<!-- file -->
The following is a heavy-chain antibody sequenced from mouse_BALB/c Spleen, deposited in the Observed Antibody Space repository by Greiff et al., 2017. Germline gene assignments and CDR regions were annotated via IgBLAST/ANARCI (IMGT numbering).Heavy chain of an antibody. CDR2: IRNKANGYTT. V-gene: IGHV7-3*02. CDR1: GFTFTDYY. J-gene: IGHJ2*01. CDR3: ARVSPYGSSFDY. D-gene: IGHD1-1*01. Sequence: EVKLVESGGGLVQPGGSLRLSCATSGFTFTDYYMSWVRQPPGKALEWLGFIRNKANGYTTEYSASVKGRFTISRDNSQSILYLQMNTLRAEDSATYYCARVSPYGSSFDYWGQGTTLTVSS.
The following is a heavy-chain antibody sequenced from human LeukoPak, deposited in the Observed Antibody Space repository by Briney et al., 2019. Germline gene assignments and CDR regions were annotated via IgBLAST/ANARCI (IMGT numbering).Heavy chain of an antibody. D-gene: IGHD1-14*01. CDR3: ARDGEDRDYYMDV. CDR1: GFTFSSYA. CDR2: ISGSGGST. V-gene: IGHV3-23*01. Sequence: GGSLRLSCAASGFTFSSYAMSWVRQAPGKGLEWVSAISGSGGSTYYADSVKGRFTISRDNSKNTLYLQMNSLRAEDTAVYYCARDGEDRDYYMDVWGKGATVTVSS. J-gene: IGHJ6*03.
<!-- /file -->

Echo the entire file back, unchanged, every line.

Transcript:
The following is a heavy-chain antibody sequenced from mouse_BALB/c Spleen, deposited in the Observed Antibody Space repository by Greiff et al., 2017. Germline gene assignments and CDR regions were annotated via IgBLAST/ANARCI (IMGT numbering).Heavy chain of an antibody. CDR2: IRNKANGYTT. V-gene: IGHV7-3*02. CDR1: GFTFTDYY. J-gene: IGHJ2*01. CDR3: ARVSPYGSSFDY. D-gene: IGHD1-1*01. Sequence: EVKLVESGGGLVQPGGSLRLSCATSGFTFTDYYMSWVRQPPGKALEWLGFIRNKANGYTTEYSASVKGRFTISRDNSQSILYLQMNTLRAEDSATYYCARVSPYGSSFDYWGQGTTLTVSS.
The following is a heavy-chain antibody sequenced from human LeukoPak, deposited in the Observed Antibody Space repository by Briney et al., 2019. Germline gene assignments and CDR regions were annotated via IgBLAST/ANARCI (IMGT numbering).Heavy chain of an antibody. D-gene: IGHD1-14*01. CDR3: ARDGEDRDYYMDV. CDR1: GFTFSSYA. CDR2: ISGSGGST. V-gene: IGHV3-23*01. Sequence: GGSLRLSCAASGFTFSSYAMSWVRQAPGKGLEWVSAISGSGGSTYYADSVKGRFTISRDNSKNTLYLQMNSLRAEDTAVYYCARDGEDRDYYMDVWGKGATVTVSS. J-gene: IGHJ6*03.